What they came up with is carbon nanotubes. These are strands of carbon tubing about the width of a hair. The thing about carbon is that it cools very rapidly but also conducts heat extraordinarily well. The tiles on the bottom of the space shuttles were made of something similar to this, and I've personally witnessed one being heated until it was glowing red and been invited to touch it as soon as the heat source was removed. Cool (yes, it was cool, but the tile was also cool to the touch just moments after being heated by a blow torch). Anyway, they have these carbon nanotubes that are very similar to thread. When heat is passed through them, they undergo something similar to heat waves rising off of hot sand in the desert and become invisible. Like this:

They can't sustain it for more than a few moments, at present, but it's a step. And it's a pretty cool step if you ask me.


  1. Who wants to play global thermonuclear war? Anyone?

    And hey, I thought Al Gore invented in Internet... =)

  2. Love War Games! I'll play global thermonuclear war with M.J.! Though I can't say it five times fast.

    Very cool about the work on invisibility. Then again, The Invisible Man tells us why that might not be so great.

    Shannon at The Warrior Muse, co-host of the 2012 #atozchallenge! Twitter: @AprilA2Z

  3. Have you ever seen the documentary on the Philadelphia experiment?
    Thanks for putting together this great I!

  4. I like that we can make ants invisible by placing them behind crystals. I think I would blow their minds. I can make myself invisible by crouching behind a desk or something.

    The whole invisibility thing really freaks me out. I'm sure voyeurs the world over - especially teenage boys - are eagerly anticipating the possibilities.

  5. Cool video. Great post! Love Mark Twain. :)

  6. I friggin loved War Games. That movie is one of my favorites to come out of the 80's. But the best part about this post is Mark Twain and social networking. I've read just about everything he's written and never EVER thought about it in those terms. But you're absolutely right - that sounds exactly like facebook. How strange. It always amazes me how forward thinking writers are. Orwell, Huxley...Twain. Score one for authors.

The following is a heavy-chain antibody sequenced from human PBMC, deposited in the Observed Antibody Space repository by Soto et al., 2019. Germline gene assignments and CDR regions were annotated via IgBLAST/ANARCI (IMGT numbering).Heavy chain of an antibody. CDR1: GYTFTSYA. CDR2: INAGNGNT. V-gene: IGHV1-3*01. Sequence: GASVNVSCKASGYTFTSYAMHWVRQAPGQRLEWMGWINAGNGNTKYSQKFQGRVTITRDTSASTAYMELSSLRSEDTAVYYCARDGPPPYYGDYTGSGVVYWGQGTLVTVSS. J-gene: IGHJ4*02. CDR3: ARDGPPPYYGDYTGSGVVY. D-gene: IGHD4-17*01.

7. You messin' with my boy William Gibson? The man was a genius. Admittedly so is Mark Twain. But I see the connection more readily with William Gibson than with Twain.

  8. Thanks for the interesting post! I'm not familiar with the Twain story. I'll have to check it out.

  9. I just recently read Neuromancer for the first time. No way would I have made it through that book when it first came out in the 80's. I wouldn't have had a clue what he was talking about. Also, I've heard tell that Gibson has zero understanding of how computers work. Reading that novel, however, I could have sworn he worked for Steve Jobs.

  10. After watching the movie The Prestige, one can only imagine the things Tesla dabbled in. So Mark Twain thought up the Internet? Guess Al Gore can stop claiming he did then.

  11. Fascinating post! The Internet in the 1960's. I remember seeing War Games. It was kind of scary.

  12. M.J.: Yeah, Al Gore thought that, too.

    Shannon: The problem with the Invisible Man was that he couldn't change back, so, unless you get your zipper stuck on your cloak, you -should- be okay.

    Donna: I'm not sure if I've seen the one in your link, but I have seen stuff about that. They actually made a movie based on that, too; although, I can't remember the name of it.

    Sarah P: It is! Just waiting for my carbon nanotubes, now.

    Rusty: Yeah, I'm just gonna carry a blanket around with me from now on. Or maybe put my hands over my eyes and yell, "You can't see me!"

    Alyssia: Twain was definitely an interesting individual!

    S.L.: Yeah, I love War Games, too. This may be blasphemy, but I think that's Broderick's best role.
    And, yeah, about the authors. I suppose I should get on with my book that deal with genetic engineering... before it actually happens!

    Michael: I have ambivalence about Gibson. Neuromancer was incredible, but his recent stuff...? It's just missing something.

    Jenny: Thanks for stopping by!

    L.G.: The same is true for Keanu Reeves. I think I read he doesn't even have a cell phone (like me).

    Alex: Ah, yeah! I love The Prestige. I think Tesla was a technowizard. Oh, wait! Forget I said that!

    Holly: War Games is scary! Thanks for stopping by!

  13. Never knew about that Twain story, or his connection to Tesla, but they're both heroes. Cool post.

  14. maine: yes, they are! Thanks for stopping by!

  15. What is so funny is that as soon as you referenced 'War Games', my first thought was, "Who wants to play global thermonuclear war?"

    Ha! 30 years later and still going strong...

  16. RG: I've been thinking I need to see that movie again for a while now.